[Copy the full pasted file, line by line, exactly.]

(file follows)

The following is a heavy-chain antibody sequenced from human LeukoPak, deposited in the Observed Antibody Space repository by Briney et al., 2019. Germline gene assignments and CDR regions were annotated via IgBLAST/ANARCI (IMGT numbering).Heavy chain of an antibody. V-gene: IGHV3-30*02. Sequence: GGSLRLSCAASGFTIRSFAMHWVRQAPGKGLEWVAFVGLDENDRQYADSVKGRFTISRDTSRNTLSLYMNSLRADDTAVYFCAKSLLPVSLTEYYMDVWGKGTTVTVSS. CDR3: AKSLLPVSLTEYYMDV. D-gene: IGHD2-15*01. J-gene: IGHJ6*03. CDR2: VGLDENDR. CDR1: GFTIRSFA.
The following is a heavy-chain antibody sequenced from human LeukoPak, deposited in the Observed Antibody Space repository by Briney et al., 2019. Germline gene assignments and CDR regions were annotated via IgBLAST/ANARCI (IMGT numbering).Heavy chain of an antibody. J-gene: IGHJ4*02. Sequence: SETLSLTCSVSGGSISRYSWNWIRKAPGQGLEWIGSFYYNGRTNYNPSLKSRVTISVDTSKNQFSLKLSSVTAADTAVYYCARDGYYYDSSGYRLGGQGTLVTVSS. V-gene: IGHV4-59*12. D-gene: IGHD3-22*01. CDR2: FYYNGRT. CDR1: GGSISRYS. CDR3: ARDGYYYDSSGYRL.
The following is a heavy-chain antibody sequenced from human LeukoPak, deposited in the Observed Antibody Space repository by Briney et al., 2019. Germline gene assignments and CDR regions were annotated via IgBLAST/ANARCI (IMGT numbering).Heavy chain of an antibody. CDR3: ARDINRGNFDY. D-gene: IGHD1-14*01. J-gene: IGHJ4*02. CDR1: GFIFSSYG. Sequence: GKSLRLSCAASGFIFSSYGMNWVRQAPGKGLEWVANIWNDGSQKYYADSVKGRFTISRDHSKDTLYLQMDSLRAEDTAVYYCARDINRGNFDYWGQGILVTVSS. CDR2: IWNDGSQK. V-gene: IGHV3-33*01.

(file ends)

The following is a heavy-chain antibody sequenced from human LeukoPak, deposited in the Observed Antibody Space repository by Briney et al., 2019. Germline gene assignments and CDR regions were annotated via IgBLAST/ANARCI (IMGT numbering).Heavy chain of an antibody. V-gene: IGHV3-30*02. Sequence: GGSLRLSCAASGFTIRSFAMHWVRQAPGKGLEWVAFVGLDENDRQYADSVKGRFTISRDTSRNTLSLYMNSLRADDTAVYFCAKSLLPVSLTEYYMDVWGKGTTVTVSS. CDR3: AKSLLPVSLTEYYMDV. D-gene: IGHD2-15*01. J-gene: IGHJ6*03. CDR2: VGLDENDR. CDR1: GFTIRSFA.
The following is a heavy-chain antibody sequenced from human LeukoPak, deposited in the Observed Antibody Space repository by Briney et al., 2019. Germline gene assignments and CDR regions were annotated via IgBLAST/ANARCI (IMGT numbering).Heavy chain of an antibody. J-gene: IGHJ4*02. Sequence: SETLSLTCSVSGGSISRYSWNWIRKAPGQGLEWIGSFYYNGRTNYNPSLKSRVTISVDTSKNQFSLKLSSVTAADTAVYYCARDGYYYDSSGYRLGGQGTLVTVSS. V-gene: IGHV4-59*12. D-gene: IGHD3-22*01. CDR2: FYYNGRT. CDR1: GGSISRYS. CDR3: ARDGYYYDSSGYRL.
The following is a heavy-chain antibody sequenced from human LeukoPak, deposited in the Observed Antibody Space repository by Briney et al., 2019. Germline gene assignments and CDR regions were annotated via IgBLAST/ANARCI (IMGT numbering).Heavy chain of an antibody. CDR3: ARDINRGNFDY. D-gene: IGHD1-14*01. J-gene: IGHJ4*02. CDR1: GFIFSSYG. Sequence: GKSLRLSCAASGFIFSSYGMNWVRQAPGKGLEWVANIWNDGSQKYYADSVKGRFTISRDHSKDTLYLQMDSLRAEDTAVYYCARDINRGNFDYWGQGILVTVSS. CDR2: IWNDGSQK. V-gene: IGHV3-33*01.